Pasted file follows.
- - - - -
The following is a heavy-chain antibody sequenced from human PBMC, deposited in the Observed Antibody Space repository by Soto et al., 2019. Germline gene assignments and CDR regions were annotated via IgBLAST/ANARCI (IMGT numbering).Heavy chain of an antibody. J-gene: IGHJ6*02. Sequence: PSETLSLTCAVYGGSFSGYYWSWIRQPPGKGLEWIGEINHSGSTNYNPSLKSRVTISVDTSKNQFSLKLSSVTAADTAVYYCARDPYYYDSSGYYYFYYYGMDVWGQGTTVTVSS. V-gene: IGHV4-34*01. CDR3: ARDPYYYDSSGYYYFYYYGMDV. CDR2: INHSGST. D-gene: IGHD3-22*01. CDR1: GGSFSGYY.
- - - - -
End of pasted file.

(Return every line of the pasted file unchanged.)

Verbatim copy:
The following is a heavy-chain antibody sequenced from human PBMC, deposited in the Observed Antibody Space repository by Soto et al., 2019. Germline gene assignments and CDR regions were annotated via IgBLAST/ANARCI (IMGT numbering).Heavy chain of an antibody. J-gene: IGHJ6*02. Sequence: PSETLSLTCAVYGGSFSGYYWSWIRQPPGKGLEWIGEINHSGSTNYNPSLKSRVTISVDTSKNQFSLKLSSVTAADTAVYYCARDPYYYDSSGYYYFYYYGMDVWGQGTTVTVSS. V-gene: IGHV4-34*01. CDR3: ARDPYYYDSSGYYYFYYYGMDV. CDR2: INHSGST. D-gene: IGHD3-22*01. CDR1: GGSFSGYY.